For this Abilene Christian University alum, the stars are singing
Gleaming stars. Swirling galaxies. Streaking lights. The first images from…
Blogging live from Oklahoma City
Late last night my father-in-law called and told me to go outside and look to the west. Sure enough, there in the sky was a small white dot, brighter than any of the surrounding stars.
I was looking at the International Space Station, 220 miles above me, moving at about 17,500 miles per hour. (I had to look that up.) I steadied my camera on our mailbox to try to get a semi-decent photo of what it looked like to the naked eye.
Seeing the station for myself was especially cool because this month The Christian Chronicle has an interview with one of the astronauts. Doug Wheelock, a U.S. Army colonel, is the commander of ISS Expedition 25.
Though he’s not a member of a Church of Christ, Col. Wheelock has connections to Oklahoma Christian University, where he spoke in March. The university hosted a watch party as a Russian Soyuz rocket blasted off June 15, transporting him into space.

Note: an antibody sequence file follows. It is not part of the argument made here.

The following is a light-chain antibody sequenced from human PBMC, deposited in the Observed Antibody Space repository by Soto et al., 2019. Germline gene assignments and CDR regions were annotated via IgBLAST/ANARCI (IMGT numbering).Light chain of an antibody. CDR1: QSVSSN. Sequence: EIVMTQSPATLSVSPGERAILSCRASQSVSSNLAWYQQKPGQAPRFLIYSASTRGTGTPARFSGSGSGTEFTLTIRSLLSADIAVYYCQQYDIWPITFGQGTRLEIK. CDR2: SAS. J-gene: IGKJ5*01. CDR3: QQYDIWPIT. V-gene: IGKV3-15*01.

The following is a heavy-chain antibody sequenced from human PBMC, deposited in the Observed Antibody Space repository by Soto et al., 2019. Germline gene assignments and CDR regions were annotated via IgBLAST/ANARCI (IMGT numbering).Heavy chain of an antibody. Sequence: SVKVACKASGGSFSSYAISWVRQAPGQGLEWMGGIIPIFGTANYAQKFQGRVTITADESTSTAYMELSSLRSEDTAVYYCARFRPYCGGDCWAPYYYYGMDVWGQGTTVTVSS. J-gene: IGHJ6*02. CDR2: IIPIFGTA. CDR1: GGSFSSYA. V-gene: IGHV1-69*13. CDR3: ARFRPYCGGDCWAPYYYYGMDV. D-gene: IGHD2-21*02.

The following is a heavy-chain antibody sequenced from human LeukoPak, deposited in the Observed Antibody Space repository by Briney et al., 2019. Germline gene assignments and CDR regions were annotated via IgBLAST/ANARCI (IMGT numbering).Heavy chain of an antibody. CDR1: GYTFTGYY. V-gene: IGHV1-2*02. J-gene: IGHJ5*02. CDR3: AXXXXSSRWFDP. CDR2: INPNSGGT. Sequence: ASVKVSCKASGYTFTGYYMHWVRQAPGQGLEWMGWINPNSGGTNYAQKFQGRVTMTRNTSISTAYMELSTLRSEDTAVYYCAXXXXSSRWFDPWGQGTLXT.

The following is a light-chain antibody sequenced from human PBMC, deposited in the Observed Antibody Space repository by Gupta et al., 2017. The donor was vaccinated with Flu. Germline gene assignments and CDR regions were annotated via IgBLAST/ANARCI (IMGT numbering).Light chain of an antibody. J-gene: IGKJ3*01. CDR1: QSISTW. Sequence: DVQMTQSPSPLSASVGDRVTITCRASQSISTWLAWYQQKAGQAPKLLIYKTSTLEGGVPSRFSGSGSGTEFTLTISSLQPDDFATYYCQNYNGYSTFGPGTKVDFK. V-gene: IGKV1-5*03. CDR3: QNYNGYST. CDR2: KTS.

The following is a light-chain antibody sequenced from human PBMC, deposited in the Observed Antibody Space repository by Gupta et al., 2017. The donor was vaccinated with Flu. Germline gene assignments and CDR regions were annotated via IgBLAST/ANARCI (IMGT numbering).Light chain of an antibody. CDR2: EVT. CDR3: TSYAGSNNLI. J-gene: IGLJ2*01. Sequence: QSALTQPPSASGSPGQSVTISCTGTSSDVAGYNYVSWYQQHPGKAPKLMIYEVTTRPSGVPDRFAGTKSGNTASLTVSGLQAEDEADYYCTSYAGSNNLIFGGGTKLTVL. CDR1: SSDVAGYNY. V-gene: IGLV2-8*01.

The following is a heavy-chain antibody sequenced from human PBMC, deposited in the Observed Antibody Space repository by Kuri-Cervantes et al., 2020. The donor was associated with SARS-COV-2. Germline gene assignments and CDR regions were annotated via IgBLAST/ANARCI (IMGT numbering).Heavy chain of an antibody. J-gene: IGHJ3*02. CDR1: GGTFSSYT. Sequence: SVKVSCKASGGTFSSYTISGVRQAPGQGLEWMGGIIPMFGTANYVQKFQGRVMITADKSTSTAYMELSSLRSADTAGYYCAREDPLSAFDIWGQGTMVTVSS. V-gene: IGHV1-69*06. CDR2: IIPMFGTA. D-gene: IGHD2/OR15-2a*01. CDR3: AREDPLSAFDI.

In a Dialogue with Col. Wheelock, the astronaut describes how his trips into the heavens have reaffirmed his faith in God.
In fact, I am convinced that it would require an unimaginable amount of faith to believe that all of this happened just by chance. I spent more than 20 hours outside of the Space Station on three space walks during my first mission, and the most profound sight is to view the Earth suspended in a vast, endless sea of emptiness.
To me, it would be absolutely impossible to have just happened. It looks more like brush strokes from the Master’s hand. It is quite surreal and profoundly breathtaking.
Here’s a NASA video describing the liftoff and rendezvous at the space station.
Here’s a snippet of Col. Wheelock speaking in chapel at OC:
Subscribe today to receive more inspiring articles like this one delivered straight to your inbox twice a month.
Your donation helps us not only keep our quality of journalism high, but helps us continue to reach more people in the Churches of Christ community.